Violence in India

Violence in India

The center of human resource development JOHAR in Dumka, Jharkhand, established in 2000 and where he now works Fr David Solomon, SJ. Photo: dumkaraiganjjesuits.com

José Ignacio García, SJ

We frequently witness violent events, the media bring them to our living rooms or straight to our computers. As these events unfold, we also easily lose memory of when the last car bomb was that we saw on TV, or when the last attack on people leaving a worship place happened, or when the latest assault on women occurred.

What makes the difference between a violent act from another? Is it the number of victims that makes the difference? Probably, but we must recognize that this data is becoming increasingly diffused: a few or several dozen victims seem not to make a significant difference in the media. Is it the intention of the perpetrators? This really is much more complex because in the end, who is behind the violence? Who wins and who really loses?

We know that violent actions are exploited and the prime suspect does not have to be the one ultimately responsible. It is true that the origin of the victims themselves can make a difference, at least in the way media deals with it, because if there are Westerners involved, then it is likely that the event will appear in the first pages, and if the victims are non-Westerners – and if they are local and poor people- then they can be happy if they get a brief notice in local newspapers.

What really makes the difference in situations of violence is to suffer it – or to cause it, obviously. Or, another possibility is if one knows very well any one of the victims. This is the case for us here at Ecojesuit. Last 18 August, Fr. David Solomon, SJ and his companion Fr. Michael Panimegam, SJ, both from Dumka-Raiganj Province, and Sister Sahaya and another member of the Congregation of the Immaculate Conception were attacked, insulted, and beaten by about 150 people in Karon in Jharkhand, India. Fr. Solomon is well known to us as he has been, for three years, the Coordinator of GIAN-Governance of Natural and Mineral Resources. Fr. Solomon works at the Johar Human Resources Development Centre in Karon, Dumka, Jharkhand.

He himself describes what happened: “It was a transforming experience personally for me, though I was badly beaten up with a strong firewood and kicked by shoe-wearing youngsters and an angry young girl. The untimely death of a boy in the hostel 18 days prior to the attack was the excuse for this vandalisaton and violence. The grief and emotions had been taken advantage for the mobilisation of the mob by fundamentalist forces.”

The child staying at the hostel of the Mission run by the Sisters suffered intense pain, rushed to the local hospital, where he unfortunately died. Nuns and priests brought the body to his native village at Chittaranjan in West Bengal. Family and friends were very angry and held the Sisters, although they finally let them go. In order to calm down the situation, a new meeting was arranged at the Mission. The family came with another 150 people. Then violence erupted, nuns and priests were badly beaten, and furniture and facilities of the Mission destroyed. Police did not show up until much later when the situation worsened.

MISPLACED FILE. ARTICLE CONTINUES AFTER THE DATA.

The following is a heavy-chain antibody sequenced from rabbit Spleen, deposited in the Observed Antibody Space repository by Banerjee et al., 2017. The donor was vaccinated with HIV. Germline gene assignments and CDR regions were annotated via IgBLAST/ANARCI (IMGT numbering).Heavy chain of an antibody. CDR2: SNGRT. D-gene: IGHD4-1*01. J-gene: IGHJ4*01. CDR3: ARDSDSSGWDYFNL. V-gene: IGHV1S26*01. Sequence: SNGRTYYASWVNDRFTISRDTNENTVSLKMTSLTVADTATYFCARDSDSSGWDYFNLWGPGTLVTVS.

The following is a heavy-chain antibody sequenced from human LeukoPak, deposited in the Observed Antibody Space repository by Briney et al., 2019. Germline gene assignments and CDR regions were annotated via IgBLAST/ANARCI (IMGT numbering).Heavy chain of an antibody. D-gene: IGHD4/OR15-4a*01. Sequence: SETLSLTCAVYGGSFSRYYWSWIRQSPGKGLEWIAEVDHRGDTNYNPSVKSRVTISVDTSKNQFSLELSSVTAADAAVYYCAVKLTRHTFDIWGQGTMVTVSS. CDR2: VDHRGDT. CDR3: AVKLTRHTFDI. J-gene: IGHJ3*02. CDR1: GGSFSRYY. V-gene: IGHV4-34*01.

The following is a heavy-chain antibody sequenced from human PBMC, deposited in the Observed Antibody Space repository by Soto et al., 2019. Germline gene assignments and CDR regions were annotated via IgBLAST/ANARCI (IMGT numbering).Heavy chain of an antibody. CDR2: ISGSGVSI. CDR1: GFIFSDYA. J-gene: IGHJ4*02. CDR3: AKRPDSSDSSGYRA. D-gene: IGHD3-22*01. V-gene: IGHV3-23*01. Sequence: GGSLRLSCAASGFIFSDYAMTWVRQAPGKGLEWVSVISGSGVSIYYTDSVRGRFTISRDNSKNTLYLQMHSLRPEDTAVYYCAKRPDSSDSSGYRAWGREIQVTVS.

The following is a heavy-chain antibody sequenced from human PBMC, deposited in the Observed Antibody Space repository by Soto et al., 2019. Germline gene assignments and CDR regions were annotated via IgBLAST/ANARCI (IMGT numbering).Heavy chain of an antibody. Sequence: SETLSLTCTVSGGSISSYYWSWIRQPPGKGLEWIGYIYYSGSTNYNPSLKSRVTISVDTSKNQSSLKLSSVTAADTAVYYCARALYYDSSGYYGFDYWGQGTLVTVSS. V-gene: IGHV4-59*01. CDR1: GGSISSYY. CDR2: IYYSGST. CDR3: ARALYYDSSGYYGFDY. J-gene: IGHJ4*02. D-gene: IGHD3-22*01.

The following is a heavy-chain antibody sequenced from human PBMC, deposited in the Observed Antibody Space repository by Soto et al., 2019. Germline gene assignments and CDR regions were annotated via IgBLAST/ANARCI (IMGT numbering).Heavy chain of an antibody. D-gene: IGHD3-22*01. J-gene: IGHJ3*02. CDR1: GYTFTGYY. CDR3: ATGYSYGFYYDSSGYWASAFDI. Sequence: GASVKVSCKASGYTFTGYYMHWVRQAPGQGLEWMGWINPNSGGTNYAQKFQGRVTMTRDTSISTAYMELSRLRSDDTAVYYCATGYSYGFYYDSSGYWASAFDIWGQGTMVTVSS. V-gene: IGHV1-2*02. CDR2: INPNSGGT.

To Fr. Solomon, this is not only a case of anger and distress from a family but one more case of political manipulation of poor people going through a painful moment. As Fr. Solomon explained: “Our aim is to educate the tribal community; there are no Christians over that place and neither do we directly evangelise them.”

Certainly this is not the only case in India as other religious communities, such as Muslims, are also suffering the pressure and violence of fundamentalist forces that are in strong alliance with some political parties. The recent murder of a young Muslim in Kawaal village and the riots that came after is one example of the political interconnections.

Again, this is not a unique experience. All over the world, religion is used for political and economic interests. And as Fr. Solomon says: “The poor are only foot soldiers.” In the middle of this darkness and bitterness, the light of reconciliation is very much needed: “Anyway, it is indeed a frightening experience to the sisters. The police officer has been suspended and I have taken the help of some politicians and toured the places meeting some leaders. Hopefully the situation will come to normal. Pray for us.”

There is no such thing as a “good” or “bad” violence, as there is no “more” or “less” innocent victims. Our friend David Solomon, his companion, and the sisters have not suffered more than many other people in India or elsewhere, because of fundamentalism and political manipulation.

But the difference, small but meaningful to us, is that they are our friends and we know them. We have shared efforts and energy promoting a better governance of natural resources, precisely in favour of the most deprived people. We want to express today our solidarity with David Solomon and companions, and through them, to all the victims of violence in India.

One thought on “Violence in India

  1. This small incident reflects the emerging atmosphere of communalism as India goes for election in 2014. Communalism is the promotion of religious stereotypes between groups of people identified as different communities and often leads to violence. So if we view this incident within the larger picture of communal atmosphere it is dangerous for all. The concern is not merely for Christians but how the communal elements make use of the poor for their vested interests; hence our letters can take a larger picture for the sake of holistic understanding and a concern for the constitutional democracy of the country.

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